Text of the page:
Editor-in-Chief: Brüne, Bernhard
Editorial Board: Buchner, Johannes / Lei, Ming / Ludwig, Stephan / Thomas, Douglas D. / Turk, Boris / Wittinghofer, Alfred
IMPACT FACTOR 2018: 3.014
5-year IMPACT FACTOR: 3.162
CiteScore 2018: 3.09
SCImago Journal Rank (SJR) 2018: 1.482
Source Normalized Impact per Paper (SNIP) 2018: 0.820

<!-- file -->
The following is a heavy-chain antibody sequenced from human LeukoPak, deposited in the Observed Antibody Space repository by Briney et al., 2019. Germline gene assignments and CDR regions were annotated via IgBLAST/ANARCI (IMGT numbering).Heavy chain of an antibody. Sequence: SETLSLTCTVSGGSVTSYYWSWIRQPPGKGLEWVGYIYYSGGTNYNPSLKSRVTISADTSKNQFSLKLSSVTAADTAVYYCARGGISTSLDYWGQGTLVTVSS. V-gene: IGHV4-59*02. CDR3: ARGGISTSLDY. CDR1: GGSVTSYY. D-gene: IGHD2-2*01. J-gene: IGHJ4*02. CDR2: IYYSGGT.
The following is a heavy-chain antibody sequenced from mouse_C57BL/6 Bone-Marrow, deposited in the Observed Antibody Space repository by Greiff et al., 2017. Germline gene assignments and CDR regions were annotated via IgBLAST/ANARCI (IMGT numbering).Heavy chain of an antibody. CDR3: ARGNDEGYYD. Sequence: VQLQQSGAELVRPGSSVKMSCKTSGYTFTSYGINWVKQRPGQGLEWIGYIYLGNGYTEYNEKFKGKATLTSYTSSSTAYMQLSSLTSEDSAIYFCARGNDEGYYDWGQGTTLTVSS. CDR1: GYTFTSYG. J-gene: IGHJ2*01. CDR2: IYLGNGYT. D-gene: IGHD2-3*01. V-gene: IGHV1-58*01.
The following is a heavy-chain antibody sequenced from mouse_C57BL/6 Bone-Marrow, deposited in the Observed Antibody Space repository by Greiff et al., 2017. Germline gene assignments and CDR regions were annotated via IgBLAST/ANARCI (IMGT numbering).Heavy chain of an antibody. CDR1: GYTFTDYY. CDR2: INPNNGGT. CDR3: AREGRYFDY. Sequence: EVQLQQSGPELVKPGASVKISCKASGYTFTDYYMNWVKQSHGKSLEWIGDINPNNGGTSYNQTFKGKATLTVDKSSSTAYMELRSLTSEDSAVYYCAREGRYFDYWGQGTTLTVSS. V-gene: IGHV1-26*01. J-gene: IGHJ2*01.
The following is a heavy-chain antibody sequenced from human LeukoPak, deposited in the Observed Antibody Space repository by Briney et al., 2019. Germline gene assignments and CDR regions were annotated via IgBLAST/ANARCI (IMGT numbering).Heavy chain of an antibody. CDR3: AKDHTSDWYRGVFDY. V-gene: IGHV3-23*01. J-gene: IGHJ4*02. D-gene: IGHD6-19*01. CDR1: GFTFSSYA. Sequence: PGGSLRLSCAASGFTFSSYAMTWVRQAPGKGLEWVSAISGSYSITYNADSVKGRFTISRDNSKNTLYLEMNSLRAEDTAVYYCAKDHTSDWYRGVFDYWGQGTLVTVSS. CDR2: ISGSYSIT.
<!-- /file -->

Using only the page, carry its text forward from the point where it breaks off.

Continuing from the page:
Basal steadystate levels of oxidative DNA base modifications such as 7,8-dihydro-8-oxo-2deoxyguanosine (8-oxoG) are observed in all types of cells, most probably due to a continuous generation of reactive oxygen species (ROS) in the cellular oxygen metabolism, and it has long been suspected that they might play an important role in the initiation of carcinogenesis. Experimental evidence for this assumption can be obtained by studying the effects of a modulation the steadystate levels, either by in or decreasing the generation of oxidative DNA damage, on spontaneous mutation rates and cancer incidence. However, clear answers have not yet been obtained by these strategies. It is still doubtful whether an efficient reduction of the in vivo steadystate levels can achieved by application of antioxidants, and effects observed under oxidative stress conditions (i.e. increased oxidative DNA damage) are inconclusive due to the pronounced epigenetic effects of ROS on signal transduction and gene expression (tumor promotion). In addition, the reliable quantification of the basal levels of oxidative DNA modifications is still major problem. Recently, the generation of mice deficient in the repair 8-oxoG (ogg1/ mice) has opened the door for an alternative approach. Results obtained so far indicate that an increase by less than five 8-oxoG residues per 106 bp in the liver of the knockout animals is associated with a two to threefold higher spontaneous mutation frequency in transgenic genes. However, the increase in the ogg1/ mice of the steadystate level of 8-oxoG and the spontaneous mutation frequency was only observed in the liver and apparently too small to enhance the spontaneous cancer incidence significantly. The limited effect seems to be due to a backup repair system for 8-oxoG in the ogg1/ mice, and it can be expected that the inactivation of this pathway doubleknockout mice will lead to higher effects and a better assessment of the risk associated with endogenous oxidative DNA damage.
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